Basic properties of the Shannon's Entropy and of the Shannon's Information.

Definition of Entropy:

Suppose X is random variable which takes on a finite set of values according to a probability distribution p(X).  Then the entropy of this probability distribution is defined to be the quantity

Where X takes the value xi , 1 <= i <= n.

If X is continuous, then it is defined like this

Note that H(X) is defined only for x which have non zero probability.

Theorem 1:

Suppose X is a random variable  with probability distribution p(x1), p(x2), ... p(xn), where p(xi)>0, and 1<= i <= n.  Then H(X) <= lg n, with equality if and only if p(xi) = 1/n for 1<= i <= n.

Proof:

Applying Jensen's Inequality, we obtain the following:

Further, equality occurs if and only if p(xi) = 1/n, for 1<= i <= n since:

Theorem 2:

H(X,Y) <= H(X) + H(Y), with equality if and only if X and Y are independent events.

Proof:

Suppose X takes on values xi , 1<= i <= m, and Y takes on values yj , 1<= j <= n.

First observe that

where 1<= i <= m, and

where 1<= j <= n.  Now, by definition

By property of the lg function,

On the other hand

Combining the last two equation we get

By property of the lg function and of summation

Applying Jensen's Inequality, we obtain the following:

Which is equal to lg(1)=0.

Now it is not difficult to see that equality occurs when  p(xi)p(yj) / p(xi,yj) = c for all i,j (see Jensen's Inequality).  Further more we must have, for equality to occur,

It follows that c must be equal to 1.  Hence, equality occurs if and only if p(xi)p(yj) = p(xi,yj), i.e. if and only if X and Y are independent.

Definition of Conditional Entropy:

Suppose X and Y are two random variables.  Then for any fixed value y of Y, we get a conditional probability distribution p(X|y).  By definition

Let the conditional entropy H(X|Y) be defined to be the weighted average (with respect to the probabilities p(y)) of the entropies H(X|y) over all possible values y.  Therefore it is

Theorem 3:

H(X,Y) = H(Y) + H(X|Y).

Proof:

Suppose X takes on values xi , 1<= i <= m, and Y takes on values yj , 1<= j <= n.  Then

This development is obviously symmetric since p(xi,yj) = p(xi | yj)p(yj) = p(yj | xi)p(xi).
Therefore H(X,Y) = H(Y) + H(X|Y) = H(X) + H(Y|Y).

Corollary

H(X|Y) <= H(X) with equality if and only if X and Y are independent.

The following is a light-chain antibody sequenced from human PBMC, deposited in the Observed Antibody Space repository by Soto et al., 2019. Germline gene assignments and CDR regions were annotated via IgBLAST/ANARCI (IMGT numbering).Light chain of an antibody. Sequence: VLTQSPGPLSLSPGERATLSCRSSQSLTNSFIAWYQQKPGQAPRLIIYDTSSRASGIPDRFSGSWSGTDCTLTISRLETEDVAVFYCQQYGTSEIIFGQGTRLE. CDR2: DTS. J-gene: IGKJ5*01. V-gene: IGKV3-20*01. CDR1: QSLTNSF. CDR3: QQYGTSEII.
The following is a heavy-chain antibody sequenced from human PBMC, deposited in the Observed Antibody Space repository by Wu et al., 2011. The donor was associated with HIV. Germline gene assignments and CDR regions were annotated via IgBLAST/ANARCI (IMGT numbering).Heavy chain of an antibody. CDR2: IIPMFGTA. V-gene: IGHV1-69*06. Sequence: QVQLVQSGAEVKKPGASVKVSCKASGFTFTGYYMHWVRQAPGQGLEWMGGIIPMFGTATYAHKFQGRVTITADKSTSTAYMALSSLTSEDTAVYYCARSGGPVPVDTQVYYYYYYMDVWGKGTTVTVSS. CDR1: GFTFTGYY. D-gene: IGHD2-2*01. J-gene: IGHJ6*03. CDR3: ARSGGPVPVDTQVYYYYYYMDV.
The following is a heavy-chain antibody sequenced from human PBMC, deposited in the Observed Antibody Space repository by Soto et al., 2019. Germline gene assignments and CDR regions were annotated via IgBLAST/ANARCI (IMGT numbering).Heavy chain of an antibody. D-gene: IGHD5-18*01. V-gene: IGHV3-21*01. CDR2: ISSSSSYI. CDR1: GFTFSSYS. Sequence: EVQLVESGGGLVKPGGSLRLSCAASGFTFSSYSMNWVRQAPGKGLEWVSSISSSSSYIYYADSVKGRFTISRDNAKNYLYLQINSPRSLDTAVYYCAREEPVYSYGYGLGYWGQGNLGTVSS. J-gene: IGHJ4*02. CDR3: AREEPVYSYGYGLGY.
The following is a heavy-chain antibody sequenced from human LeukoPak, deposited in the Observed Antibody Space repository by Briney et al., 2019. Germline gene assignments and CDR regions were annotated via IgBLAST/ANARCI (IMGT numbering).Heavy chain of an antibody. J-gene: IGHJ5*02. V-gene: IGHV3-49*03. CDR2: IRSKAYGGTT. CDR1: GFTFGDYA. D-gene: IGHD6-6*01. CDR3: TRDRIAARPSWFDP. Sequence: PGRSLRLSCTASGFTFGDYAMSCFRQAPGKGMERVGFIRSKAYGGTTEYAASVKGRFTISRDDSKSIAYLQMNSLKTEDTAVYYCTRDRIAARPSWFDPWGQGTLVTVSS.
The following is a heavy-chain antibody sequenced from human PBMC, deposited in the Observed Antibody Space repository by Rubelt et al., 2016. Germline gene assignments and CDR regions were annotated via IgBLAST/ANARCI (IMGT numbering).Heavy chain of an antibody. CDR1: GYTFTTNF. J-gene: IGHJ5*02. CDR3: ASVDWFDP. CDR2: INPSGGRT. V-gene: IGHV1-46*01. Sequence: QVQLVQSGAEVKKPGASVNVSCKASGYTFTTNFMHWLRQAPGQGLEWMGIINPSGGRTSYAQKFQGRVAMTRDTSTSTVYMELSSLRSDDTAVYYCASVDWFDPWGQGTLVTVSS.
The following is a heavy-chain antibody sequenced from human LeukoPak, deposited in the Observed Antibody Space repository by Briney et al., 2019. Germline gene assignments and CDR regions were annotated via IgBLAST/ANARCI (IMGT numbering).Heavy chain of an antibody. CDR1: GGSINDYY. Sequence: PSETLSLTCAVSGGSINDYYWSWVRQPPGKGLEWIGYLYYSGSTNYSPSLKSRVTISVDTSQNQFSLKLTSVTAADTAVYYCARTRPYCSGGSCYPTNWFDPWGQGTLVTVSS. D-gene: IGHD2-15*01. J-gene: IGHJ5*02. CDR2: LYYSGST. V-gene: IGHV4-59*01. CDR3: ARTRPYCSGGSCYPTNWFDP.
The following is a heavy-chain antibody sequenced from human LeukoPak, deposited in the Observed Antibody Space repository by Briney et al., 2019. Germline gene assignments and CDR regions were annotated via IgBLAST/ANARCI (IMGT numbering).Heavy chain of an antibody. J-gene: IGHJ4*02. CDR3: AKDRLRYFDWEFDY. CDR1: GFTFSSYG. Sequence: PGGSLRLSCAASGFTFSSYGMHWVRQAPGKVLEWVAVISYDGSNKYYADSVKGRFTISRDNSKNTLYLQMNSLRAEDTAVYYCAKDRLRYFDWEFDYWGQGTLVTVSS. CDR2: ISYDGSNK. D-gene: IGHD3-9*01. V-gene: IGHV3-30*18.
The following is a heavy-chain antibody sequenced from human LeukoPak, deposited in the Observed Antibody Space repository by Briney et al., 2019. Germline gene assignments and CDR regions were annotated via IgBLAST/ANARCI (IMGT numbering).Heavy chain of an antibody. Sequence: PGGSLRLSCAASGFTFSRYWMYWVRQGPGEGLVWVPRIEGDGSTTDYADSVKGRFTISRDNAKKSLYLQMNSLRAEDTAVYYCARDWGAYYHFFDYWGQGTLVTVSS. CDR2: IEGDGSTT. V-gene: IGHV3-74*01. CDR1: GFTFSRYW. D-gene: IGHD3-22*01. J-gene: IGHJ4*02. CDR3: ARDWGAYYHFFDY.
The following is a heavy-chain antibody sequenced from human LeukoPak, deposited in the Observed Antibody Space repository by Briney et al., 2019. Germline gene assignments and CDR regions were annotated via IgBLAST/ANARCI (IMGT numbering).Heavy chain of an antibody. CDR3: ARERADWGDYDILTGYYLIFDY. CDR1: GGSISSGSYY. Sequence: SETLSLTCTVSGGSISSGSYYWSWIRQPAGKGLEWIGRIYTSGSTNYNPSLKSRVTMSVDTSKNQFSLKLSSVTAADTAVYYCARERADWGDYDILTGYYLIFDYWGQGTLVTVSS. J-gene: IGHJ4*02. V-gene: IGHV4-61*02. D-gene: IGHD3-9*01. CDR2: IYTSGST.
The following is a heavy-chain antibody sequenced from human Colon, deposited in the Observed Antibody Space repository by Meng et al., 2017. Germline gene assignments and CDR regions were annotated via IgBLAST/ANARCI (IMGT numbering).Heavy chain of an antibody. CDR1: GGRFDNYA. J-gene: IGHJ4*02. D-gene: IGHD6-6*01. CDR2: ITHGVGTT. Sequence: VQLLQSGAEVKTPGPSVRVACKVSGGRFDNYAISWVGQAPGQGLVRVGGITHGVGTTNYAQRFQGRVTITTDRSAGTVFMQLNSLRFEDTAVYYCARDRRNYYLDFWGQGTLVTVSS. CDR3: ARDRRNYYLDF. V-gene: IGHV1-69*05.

Proof:

From Theorem 2, we know that H(X,Y) <= H(X) + H(Y)

with equality if and only if X and Y are independent.  Using Theorem 3, we get

H(X,Y) = H(X | Y) + H(Y) <= H(X) + H(Y)

with equality if and only if  X and Y are independent.  And the corollary follows.

Definition of Mutual Information:

The mutual information I(X | Y) is define to be the difference of entropy on X generated by the knowledge of Y:

I(X | Y) = H(X) - H(X | Y)

Suppose that, in a pattern recognition system, there is n Classes C and the feature vector X has m dimensions, which can take q value each, therefore X can take qm value xj.  Then I(C | X) = H(C) - H(C | X) is equal to

Proof:

First remember that

Now

By definition of entropy we have

By the laws of probabilities

Theorem 4:

I(C | X) is symmetric in its two argument, i.e. I(C | X) = H(C) - H(C | X) = H(X) - H(X | C)

Proof:

Naturally, the mutual information of the class C and 1 feature xi is defined has

The sum of the amount of information with respect to the the individual feature is

Theorem 5 Non additivity of the Information:

This means  that

Proof:

1)  We already know from Theorem 2  That

with equality if and only if the xj are independent.  Therefore if we assume the class unconditional independence,  then the information becomes

This imply that

with equality if and only if the class conditional independence is fulfilled, but this being impossible (see this theorem), it can only be greater.  This means that, if you assume class conditional independence, you gain greater information by computing the information of the feature vector than by computing the information of the individual features.

2)

Let X be the feature vector with feature xj , 1 <= j <= m, and each feature can take q value.  Denote Xj  the value that the vector can take, where  1 <= j <= qm .

Assuming the class conditional independence, you get

But since

for j, then all this big equation collapse to

This imply that

with equality if and only if the class unconditional independence is fulfilled, but this being impossible (see this theorem), it can only be smaller.  Hence the theorem.